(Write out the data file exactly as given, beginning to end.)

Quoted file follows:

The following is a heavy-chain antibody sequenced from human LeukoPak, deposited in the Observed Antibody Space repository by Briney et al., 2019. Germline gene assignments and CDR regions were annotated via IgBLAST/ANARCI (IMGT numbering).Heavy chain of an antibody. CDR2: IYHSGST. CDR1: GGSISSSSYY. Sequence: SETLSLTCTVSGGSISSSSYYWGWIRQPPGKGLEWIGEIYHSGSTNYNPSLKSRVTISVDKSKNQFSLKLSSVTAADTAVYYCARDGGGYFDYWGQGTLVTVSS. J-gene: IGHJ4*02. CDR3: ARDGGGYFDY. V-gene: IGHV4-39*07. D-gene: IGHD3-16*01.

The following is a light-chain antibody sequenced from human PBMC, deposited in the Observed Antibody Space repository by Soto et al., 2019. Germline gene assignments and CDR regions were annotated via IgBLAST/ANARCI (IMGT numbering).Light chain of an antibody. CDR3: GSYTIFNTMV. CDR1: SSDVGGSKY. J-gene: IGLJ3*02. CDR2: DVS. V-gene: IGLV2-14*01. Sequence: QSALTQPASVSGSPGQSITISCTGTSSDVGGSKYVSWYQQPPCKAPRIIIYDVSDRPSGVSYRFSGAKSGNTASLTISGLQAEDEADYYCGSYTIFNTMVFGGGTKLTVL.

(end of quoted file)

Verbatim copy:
The following is a heavy-chain antibody sequenced from human LeukoPak, deposited in the Observed Antibody Space repository by Briney et al., 2019. Germline gene assignments and CDR regions were annotated via IgBLAST/ANARCI (IMGT numbering).Heavy chain of an antibody. CDR2: IYHSGST. CDR1: GGSISSSSYY. Sequence: SETLSLTCTVSGGSISSSSYYWGWIRQPPGKGLEWIGEIYHSGSTNYNPSLKSRVTISVDKSKNQFSLKLSSVTAADTAVYYCARDGGGYFDYWGQGTLVTVSS. J-gene: IGHJ4*02. CDR3: ARDGGGYFDY. V-gene: IGHV4-39*07. D-gene: IGHD3-16*01.

The following is a light-chain antibody sequenced from human PBMC, deposited in the Observed Antibody Space repository by Soto et al., 2019. Germline gene assignments and CDR regions were annotated via IgBLAST/ANARCI (IMGT numbering).Light chain of an antibody. CDR3: GSYTIFNTMV. CDR1: SSDVGGSKY. J-gene: IGLJ3*02. CDR2: DVS. V-gene: IGLV2-14*01. Sequence: QSALTQPASVSGSPGQSITISCTGTSSDVGGSKYVSWYQQPPCKAPRIIIYDVSDRPSGVSYRFSGAKSGNTASLTISGLQAEDEADYYCGSYTIFNTMVFGGGTKLTVL.